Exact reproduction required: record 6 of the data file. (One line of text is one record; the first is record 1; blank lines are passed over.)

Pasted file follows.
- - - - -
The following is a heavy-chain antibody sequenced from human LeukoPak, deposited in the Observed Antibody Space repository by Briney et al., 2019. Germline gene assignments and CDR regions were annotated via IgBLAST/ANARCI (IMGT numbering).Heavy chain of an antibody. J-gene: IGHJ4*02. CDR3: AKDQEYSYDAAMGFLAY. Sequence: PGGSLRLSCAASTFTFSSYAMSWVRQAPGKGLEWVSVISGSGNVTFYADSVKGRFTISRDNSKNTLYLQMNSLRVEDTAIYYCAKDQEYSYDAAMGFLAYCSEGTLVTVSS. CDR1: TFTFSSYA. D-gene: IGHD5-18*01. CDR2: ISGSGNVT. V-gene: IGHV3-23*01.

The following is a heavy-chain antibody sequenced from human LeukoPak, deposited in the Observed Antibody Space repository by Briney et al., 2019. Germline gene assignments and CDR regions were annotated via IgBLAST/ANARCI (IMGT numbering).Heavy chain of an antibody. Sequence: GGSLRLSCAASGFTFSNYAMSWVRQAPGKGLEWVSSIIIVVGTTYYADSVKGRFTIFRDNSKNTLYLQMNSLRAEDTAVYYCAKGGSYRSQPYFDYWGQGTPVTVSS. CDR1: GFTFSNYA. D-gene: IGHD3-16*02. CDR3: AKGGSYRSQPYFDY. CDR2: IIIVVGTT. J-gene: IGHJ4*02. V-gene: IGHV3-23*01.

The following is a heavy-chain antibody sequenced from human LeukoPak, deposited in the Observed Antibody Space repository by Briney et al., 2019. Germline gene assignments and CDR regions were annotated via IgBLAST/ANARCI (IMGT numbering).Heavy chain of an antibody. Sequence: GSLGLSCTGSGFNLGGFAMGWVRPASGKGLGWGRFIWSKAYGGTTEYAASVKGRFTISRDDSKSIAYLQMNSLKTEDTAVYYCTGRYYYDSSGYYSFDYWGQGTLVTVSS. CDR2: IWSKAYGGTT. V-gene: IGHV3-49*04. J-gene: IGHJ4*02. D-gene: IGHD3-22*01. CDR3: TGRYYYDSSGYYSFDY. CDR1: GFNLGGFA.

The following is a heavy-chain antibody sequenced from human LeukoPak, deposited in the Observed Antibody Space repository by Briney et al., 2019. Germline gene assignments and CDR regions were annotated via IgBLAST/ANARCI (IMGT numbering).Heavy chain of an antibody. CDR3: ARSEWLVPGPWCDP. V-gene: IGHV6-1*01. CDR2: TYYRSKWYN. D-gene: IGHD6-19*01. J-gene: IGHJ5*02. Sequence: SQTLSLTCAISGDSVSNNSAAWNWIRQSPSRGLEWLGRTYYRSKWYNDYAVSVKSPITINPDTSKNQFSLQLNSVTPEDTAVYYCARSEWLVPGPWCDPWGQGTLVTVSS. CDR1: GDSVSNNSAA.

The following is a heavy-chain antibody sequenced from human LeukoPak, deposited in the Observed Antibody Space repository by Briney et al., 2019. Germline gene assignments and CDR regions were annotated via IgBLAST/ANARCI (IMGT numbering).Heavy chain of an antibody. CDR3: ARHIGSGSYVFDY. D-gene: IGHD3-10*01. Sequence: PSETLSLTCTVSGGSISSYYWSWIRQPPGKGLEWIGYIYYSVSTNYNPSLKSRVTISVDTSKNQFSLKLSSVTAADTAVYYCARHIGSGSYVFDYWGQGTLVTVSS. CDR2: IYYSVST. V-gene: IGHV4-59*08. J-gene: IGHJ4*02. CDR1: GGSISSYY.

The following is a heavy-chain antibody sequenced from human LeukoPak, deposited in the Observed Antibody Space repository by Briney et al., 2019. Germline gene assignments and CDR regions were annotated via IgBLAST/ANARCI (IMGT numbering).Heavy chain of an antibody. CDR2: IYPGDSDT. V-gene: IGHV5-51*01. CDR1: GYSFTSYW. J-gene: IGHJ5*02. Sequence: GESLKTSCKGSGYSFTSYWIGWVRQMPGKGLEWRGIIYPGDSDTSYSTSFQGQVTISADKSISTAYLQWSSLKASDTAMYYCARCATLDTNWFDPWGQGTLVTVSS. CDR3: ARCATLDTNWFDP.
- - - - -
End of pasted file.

The following is a heavy-chain antibody sequenced from human LeukoPak, deposited in the Observed Antibody Space repository by Briney et al., 2019. Germline gene assignments and CDR regions were annotated via IgBLAST/ANARCI (IMGT numbering).Heavy chain of an antibody. CDR2: IYPGDSDT. V-gene: IGHV5-51*01. CDR1: GYSFTSYW. J-gene: IGHJ5*02. Sequence: GESLKTSCKGSGYSFTSYWIGWVRQMPGKGLEWRGIIYPGDSDTSYSTSFQGQVTISADKSISTAYLQWSSLKASDTAMYYCARCATLDTNWFDPWGQGTLVTVSS. CDR3: ARCATLDTNWFDP.